‘Transportation is one of our biggest problems,’ says Knight. ‘Ideally you would build part of the ship in a dock, flood the dock, float the section of ship out and tow it to Rosyth, where you float it into another dock and let the water out so it’s left resting on blocks. You then connect it to the next section.
‘But unfortunately the aft section doesn’t float. We’ve looked at barges to transport it, but there’s only one big enough to take that weight and who knows if that barge will be around when we need her.
‘Alternatively we could put tanks on her to give extra buoyancy – basically enormous floats. But this is risky because we’ll have to tow it from the west coast of Scotland to the east coast.’
If and when all the pieces do finally meet, then putting the thing together should be like assembling a Lego model. But this is a massive undertaking – each of these gigantic blocks will weigh up to 10,000 tons.
‘Joining these enormous sections together, physically hammering them along a block and then making sure they’re exactly aligned will be a pretty hairy operation,’ says Knight.
The procedure has been carried out before to build offshore rigs, and the Navy is using it for its Type 45 destroyers, but those are small projects compared to these monsters. Each of these blocks will be bigger than a Type 45.
Even if things run smoothly this far, there are no guarantees that the ship will actually move. Simon Knight admits that nervousness will continue until the moment that HMS Queen Elizabeth finally goes into the water.
‘The speed trials, scheduled to take place off Rosyth, will certainly be nerve-racking. You can estimate how well the propellers will drive the ship forward, but until you’re full-scale in the water it’s very hard to know for certain. So when they first launch the ship, I’ll be terrified.’
The £3.9 billion cost for two carriers may seem huge, but they are built to serve for 50 years, and the budget is significantly less than for American carriers – each new ship costs $14 billion (£9 billion).
The project team admits that designing a ship with the desired features to a tight budget has been challenging. The result, they say, is notable more for simplicity and efficiency rather than hi-tech innovation. The most revolutionary element of the CVF design is its highly mechanised weapons handling system, which means a cut in the crew numbers required – from 4,500 on a US carrier (including a team of 150 just to move the weapons around) to 1,450.
One of the first things to go was nuclear power. Most modern aircraft carriers, including the American ships, are powered by an on-board nuclear reactor.
‘This is a brand-new ship, so getting through all the safety aspects of nuclear power would have been hideously expensive,’ says Knight.
Instead, like modern cruise liners, the HMS Queen Elizabeth and HMS Prince Of Wales will be propelled by electrical motors, powered by two Rolls-Royce gas turbines and four diesel generators. The diesel generators are more economical and used for general cruising, but when you need to get somewhere fast or need more headwind to help the planes to take off then you switch to the gas turbines.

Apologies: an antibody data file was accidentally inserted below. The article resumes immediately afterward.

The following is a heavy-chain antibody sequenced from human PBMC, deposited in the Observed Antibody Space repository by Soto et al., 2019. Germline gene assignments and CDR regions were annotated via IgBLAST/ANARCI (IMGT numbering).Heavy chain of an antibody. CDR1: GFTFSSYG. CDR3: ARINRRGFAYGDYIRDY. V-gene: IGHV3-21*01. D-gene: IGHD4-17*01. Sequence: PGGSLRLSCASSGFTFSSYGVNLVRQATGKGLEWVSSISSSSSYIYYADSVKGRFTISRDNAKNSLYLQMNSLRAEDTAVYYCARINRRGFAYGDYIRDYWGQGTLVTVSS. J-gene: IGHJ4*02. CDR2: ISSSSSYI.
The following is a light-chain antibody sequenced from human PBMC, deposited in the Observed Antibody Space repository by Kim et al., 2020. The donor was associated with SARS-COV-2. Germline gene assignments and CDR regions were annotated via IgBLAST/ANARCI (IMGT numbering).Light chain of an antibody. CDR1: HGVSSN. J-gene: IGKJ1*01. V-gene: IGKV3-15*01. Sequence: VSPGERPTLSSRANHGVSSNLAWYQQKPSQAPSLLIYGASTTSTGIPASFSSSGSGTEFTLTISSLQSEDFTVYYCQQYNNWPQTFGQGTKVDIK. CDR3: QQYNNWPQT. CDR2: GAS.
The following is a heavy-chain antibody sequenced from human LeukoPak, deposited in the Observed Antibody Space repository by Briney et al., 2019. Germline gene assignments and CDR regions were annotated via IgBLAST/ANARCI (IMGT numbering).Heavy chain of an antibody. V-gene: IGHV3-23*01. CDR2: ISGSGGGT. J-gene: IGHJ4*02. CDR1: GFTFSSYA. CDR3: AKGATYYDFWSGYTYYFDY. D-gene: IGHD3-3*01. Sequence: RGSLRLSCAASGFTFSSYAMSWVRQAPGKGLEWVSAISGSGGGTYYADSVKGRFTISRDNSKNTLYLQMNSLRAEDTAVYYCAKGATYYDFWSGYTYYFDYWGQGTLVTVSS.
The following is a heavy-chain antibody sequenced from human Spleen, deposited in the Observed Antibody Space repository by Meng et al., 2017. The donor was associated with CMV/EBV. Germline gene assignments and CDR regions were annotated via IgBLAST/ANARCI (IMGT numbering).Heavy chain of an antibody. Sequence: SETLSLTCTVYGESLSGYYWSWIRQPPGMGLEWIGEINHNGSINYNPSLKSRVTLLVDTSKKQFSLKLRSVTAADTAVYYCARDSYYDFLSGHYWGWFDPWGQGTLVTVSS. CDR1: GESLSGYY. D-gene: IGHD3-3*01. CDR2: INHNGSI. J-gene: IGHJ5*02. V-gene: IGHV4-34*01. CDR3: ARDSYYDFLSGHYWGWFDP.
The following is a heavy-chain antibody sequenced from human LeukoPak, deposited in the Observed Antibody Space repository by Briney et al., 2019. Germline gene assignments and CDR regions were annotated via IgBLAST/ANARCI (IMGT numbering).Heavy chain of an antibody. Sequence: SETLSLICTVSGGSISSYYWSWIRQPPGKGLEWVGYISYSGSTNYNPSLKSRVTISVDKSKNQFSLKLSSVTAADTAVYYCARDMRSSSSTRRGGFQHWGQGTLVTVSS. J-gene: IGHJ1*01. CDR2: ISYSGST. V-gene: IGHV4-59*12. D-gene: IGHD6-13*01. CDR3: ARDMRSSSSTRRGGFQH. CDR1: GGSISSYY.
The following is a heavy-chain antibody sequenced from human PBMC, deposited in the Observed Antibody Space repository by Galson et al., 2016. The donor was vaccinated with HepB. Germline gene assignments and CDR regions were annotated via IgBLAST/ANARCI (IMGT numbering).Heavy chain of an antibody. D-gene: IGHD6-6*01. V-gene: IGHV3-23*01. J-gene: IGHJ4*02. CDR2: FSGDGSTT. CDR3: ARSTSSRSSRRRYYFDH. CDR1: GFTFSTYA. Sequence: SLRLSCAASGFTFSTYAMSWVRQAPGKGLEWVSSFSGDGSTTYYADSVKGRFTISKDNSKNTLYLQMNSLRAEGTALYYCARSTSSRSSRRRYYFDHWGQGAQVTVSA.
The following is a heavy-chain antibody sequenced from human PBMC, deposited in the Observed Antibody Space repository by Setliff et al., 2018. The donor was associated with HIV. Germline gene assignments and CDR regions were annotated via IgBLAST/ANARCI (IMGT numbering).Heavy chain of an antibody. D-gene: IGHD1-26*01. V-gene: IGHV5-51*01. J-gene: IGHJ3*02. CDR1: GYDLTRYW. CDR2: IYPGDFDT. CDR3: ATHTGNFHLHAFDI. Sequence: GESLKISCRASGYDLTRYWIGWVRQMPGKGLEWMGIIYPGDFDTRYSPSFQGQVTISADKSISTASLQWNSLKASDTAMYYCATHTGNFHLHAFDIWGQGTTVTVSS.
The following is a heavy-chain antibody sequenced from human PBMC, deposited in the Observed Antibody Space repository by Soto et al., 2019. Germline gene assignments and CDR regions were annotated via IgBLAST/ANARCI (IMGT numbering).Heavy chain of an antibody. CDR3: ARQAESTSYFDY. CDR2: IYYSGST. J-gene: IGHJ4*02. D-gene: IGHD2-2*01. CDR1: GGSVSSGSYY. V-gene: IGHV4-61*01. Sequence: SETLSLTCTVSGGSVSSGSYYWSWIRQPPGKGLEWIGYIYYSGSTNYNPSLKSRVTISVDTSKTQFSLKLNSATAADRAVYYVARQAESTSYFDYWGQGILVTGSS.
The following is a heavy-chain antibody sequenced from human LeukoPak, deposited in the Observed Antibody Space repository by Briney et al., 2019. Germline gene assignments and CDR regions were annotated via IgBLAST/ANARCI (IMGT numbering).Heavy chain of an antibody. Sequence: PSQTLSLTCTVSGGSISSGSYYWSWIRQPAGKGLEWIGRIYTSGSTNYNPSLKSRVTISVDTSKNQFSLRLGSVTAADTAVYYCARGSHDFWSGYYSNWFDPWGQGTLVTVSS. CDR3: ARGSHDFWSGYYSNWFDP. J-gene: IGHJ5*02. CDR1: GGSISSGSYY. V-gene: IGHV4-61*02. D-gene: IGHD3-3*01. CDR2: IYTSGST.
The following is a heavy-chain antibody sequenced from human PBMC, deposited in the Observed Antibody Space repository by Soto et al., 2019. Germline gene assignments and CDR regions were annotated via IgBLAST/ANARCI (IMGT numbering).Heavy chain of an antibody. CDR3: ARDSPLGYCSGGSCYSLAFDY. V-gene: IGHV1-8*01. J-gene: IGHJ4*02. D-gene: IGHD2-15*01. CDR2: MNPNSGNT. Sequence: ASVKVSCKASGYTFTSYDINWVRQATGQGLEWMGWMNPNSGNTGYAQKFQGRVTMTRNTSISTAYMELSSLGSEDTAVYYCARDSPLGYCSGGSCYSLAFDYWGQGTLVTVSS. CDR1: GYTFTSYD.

Money has also been saved in side armour protection, though Knight insists this was a strategic rather than a budgetary issue.
‘The CVF’s first line of defence is the frigates and the new Type 45 destroyers around us,’ he adds. ‘Our only self-defence is close-in weapons systems and small guns. Instead, what you have on the ship is 36 of the most lethal aircraft ever made.’
That would be fine except that the Joint Strike Fighter (JSF) jump-jets requested are still in early flight tests and engine problems mean they will not even attempt vertical take-off until next year.
‘It’s much easier with an existing aeroplane,’ says Aviation Design Manager Gary Davey. ‘Our ramp design has already been completed but the JSF’s undercarriage is still evolving.’
Areminder of the worth of aircraft carriers as mobile airfields was provided by the Falklands War in 1982. HMS Invincible and HMS Hermes had been built as ‘through-deck cruisers’, to carry hunter-killer groups of Sea King anti-submarine helicopters, which were capable of tracking down and destroying Soviet subs in the north Atlantic should the Cold War ever spill over into open conflict.
The four or five Sea Harrier planes also aboard were simply there to protect the ship from attacks by other aircraft. But then the ships were hastily reconfigured to carry eight Harrier jets in the Falklands crisis, and they proved invaluable in getting air power over their targets.
In these turbulent times, ‘power projection’ is once again considered a necessity. As complications over finding host nations and even getting agreement on using air space grow, so does the value of the carrier, which has been vital in the ongoing war in landlocked Afghanistan.
‘That started out as a carrier-based operation,’ says Dr Willett. ‘Finding shore bases can be politically difficult, and there’s also the question of whether they are of a sufficient standard. Upgrading them can be politically difficult and expensive. Carriers have proved their value in humanitarian and relief operations as well as in combat roles, and they remain a very flexible political and military asset.
Even if it’s not politically desirable to put troops ashore somewhere, you can fly aircraft overhead, use some ordnance against a specified target, or just deliver a warning simply by having a carrier parked offshore.
‘And you can do all this from your own sovereign territory in international waters and no one can tell you that you can’t.’
THE FLOATING AIRBASE
• The surface of the16,000sqm flight deck is covered in a grainy,heat-resistant paint,similar to very coarse sandpaper. The entire painted surface amounts to 370 acres - slightly bigger than Hyde Park.
• Two huge lifts, each with a 70-ton capacity, are capable of transporting two aircraft from the hangar to the flight deck in 60 seconds. The ship will be home to 36 Lockheed Martin F-35B Joint Strike Fighters and four EH-101 Merlin helicopters.
• The ground-breaking twin-island layout allows more deck space for aircraft and better visibility of the flight deck. The forward island is for navigating the ship; flight control is based in the aft island.
• The ship's 29,000 sq m hangar is 150 metres in length and has 20 slots for aircraft maintenance.
• There are 11 full-time medical staff on board managing an eight-bed medical suite, operating theatre and dental surgery.
• An onboard water treatment plant produces over 500 tons of fresh water daily.
• Two Rolls-Royce MT30 gas turbines and four diesel generator sets produce 109MW - enough to power a town the size of Swindon.
• Cabins are spacious and cruise-liner style, with en-suite toilets and shower facilities. Officers and senior ratings have single or two-berth cabins. The maximum number of crew in a cabin is six.
• The carrier will carry more than 8,600 tons of fuel, enough for the average family car to travel to the Moon and back 12 times. This gives a range of up to 10,000 nautical miles.
• Top speed will be in excess of 25 knots, sufficient to cross from Dover to Calais in an hour.
• The two five-blade propellers are each 30ft in diameter - that's one-and-a-half times the height of a double-decker bus.